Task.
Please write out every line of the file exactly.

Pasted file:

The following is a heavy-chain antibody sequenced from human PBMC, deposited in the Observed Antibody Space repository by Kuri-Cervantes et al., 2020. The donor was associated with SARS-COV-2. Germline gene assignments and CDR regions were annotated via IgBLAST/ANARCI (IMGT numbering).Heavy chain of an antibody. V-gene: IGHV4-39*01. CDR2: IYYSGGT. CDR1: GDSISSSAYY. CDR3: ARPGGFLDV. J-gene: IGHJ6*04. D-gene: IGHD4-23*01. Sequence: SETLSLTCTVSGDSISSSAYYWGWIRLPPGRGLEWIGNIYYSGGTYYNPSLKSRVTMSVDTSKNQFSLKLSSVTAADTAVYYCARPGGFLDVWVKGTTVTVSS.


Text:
The following is a heavy-chain antibody sequenced from human PBMC, deposited in the Observed Antibody Space repository by Kuri-Cervantes et al., 2020. The donor was associated with SARS-COV-2. Germline gene assignments and CDR regions were annotated via IgBLAST/ANARCI (IMGT numbering).Heavy chain of an antibody. V-gene: IGHV4-39*01. CDR2: IYYSGGT. CDR1: GDSISSSAYY. CDR3: ARPGGFLDV. J-gene: IGHJ6*04. D-gene: IGHD4-23*01. Sequence: SETLSLTCTVSGDSISSSAYYWGWIRLPPGRGLEWIGNIYYSGGTYYNPSLKSRVTMSVDTSKNQFSLKLSSVTAADTAVYYCARPGGFLDVWVKGTTVTVSS.